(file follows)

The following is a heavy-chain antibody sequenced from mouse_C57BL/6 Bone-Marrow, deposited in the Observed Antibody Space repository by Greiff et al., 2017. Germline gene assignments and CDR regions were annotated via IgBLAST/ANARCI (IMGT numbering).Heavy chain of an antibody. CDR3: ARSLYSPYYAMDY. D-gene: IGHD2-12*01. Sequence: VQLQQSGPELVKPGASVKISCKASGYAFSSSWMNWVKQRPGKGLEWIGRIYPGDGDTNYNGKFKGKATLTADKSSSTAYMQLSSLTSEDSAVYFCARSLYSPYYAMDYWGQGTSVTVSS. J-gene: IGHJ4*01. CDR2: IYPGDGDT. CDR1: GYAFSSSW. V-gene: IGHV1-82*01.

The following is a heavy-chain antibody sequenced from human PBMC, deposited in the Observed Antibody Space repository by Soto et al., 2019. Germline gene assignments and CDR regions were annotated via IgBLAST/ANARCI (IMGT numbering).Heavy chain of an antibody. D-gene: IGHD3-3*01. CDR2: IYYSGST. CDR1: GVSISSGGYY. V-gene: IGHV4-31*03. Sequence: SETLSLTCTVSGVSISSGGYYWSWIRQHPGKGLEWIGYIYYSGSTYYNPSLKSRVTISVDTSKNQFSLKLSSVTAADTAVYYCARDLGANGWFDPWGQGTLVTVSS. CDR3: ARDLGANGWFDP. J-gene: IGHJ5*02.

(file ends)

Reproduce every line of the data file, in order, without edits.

The following is a heavy-chain antibody sequenced from mouse_C57BL/6 Bone-Marrow, deposited in the Observed Antibody Space repository by Greiff et al., 2017. Germline gene assignments and CDR regions were annotated via IgBLAST/ANARCI (IMGT numbering).Heavy chain of an antibody. CDR3: ARSLYSPYYAMDY. D-gene: IGHD2-12*01. Sequence: VQLQQSGPELVKPGASVKISCKASGYAFSSSWMNWVKQRPGKGLEWIGRIYPGDGDTNYNGKFKGKATLTADKSSSTAYMQLSSLTSEDSAVYFCARSLYSPYYAMDYWGQGTSVTVSS. J-gene: IGHJ4*01. CDR2: IYPGDGDT. CDR1: GYAFSSSW. V-gene: IGHV1-82*01.

The following is a heavy-chain antibody sequenced from human PBMC, deposited in the Observed Antibody Space repository by Soto et al., 2019. Germline gene assignments and CDR regions were annotated via IgBLAST/ANARCI (IMGT numbering).Heavy chain of an antibody. D-gene: IGHD3-3*01. CDR2: IYYSGST. CDR1: GVSISSGGYY. V-gene: IGHV4-31*03. Sequence: SETLSLTCTVSGVSISSGGYYWSWIRQHPGKGLEWIGYIYYSGSTYYNPSLKSRVTISVDTSKNQFSLKLSSVTAADTAVYYCARDLGANGWFDPWGQGTLVTVSS. CDR3: ARDLGANGWFDP. J-gene: IGHJ5*02.